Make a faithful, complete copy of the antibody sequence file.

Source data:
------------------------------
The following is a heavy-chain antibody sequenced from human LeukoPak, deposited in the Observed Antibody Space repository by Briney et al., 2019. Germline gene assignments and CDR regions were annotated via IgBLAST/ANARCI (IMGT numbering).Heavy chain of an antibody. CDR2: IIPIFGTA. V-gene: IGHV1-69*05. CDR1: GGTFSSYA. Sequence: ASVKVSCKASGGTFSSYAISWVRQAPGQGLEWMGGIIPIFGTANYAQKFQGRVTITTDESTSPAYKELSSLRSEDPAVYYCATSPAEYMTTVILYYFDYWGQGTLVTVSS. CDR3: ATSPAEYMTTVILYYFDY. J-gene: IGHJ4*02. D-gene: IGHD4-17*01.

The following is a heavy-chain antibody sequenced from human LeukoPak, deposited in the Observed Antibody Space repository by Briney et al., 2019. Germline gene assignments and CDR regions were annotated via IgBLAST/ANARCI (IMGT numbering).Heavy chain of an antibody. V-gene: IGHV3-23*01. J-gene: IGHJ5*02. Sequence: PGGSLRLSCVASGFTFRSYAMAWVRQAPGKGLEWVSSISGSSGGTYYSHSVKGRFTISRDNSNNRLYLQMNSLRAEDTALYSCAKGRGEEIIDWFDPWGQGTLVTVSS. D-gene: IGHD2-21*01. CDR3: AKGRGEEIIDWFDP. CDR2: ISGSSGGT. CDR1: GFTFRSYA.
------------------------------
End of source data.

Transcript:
The following is a heavy-chain antibody sequenced from human LeukoPak, deposited in the Observed Antibody Space repository by Briney et al., 2019. Germline gene assignments and CDR regions were annotated via IgBLAST/ANARCI (IMGT numbering).Heavy chain of an antibody. CDR2: IIPIFGTA. V-gene: IGHV1-69*05. CDR1: GGTFSSYA. Sequence: ASVKVSCKASGGTFSSYAISWVRQAPGQGLEWMGGIIPIFGTANYAQKFQGRVTITTDESTSPAYKELSSLRSEDPAVYYCATSPAEYMTTVILYYFDYWGQGTLVTVSS. CDR3: ATSPAEYMTTVILYYFDY. J-gene: IGHJ4*02. D-gene: IGHD4-17*01.

The following is a heavy-chain antibody sequenced from human LeukoPak, deposited in the Observed Antibody Space repository by Briney et al., 2019. Germline gene assignments and CDR regions were annotated via IgBLAST/ANARCI (IMGT numbering).Heavy chain of an antibody. V-gene: IGHV3-23*01. J-gene: IGHJ5*02. Sequence: PGGSLRLSCVASGFTFRSYAMAWVRQAPGKGLEWVSSISGSSGGTYYSHSVKGRFTISRDNSNNRLYLQMNSLRAEDTALYSCAKGRGEEIIDWFDPWGQGTLVTVSS. D-gene: IGHD2-21*01. CDR3: AKGRGEEIIDWFDP. CDR2: ISGSSGGT. CDR1: GFTFRSYA.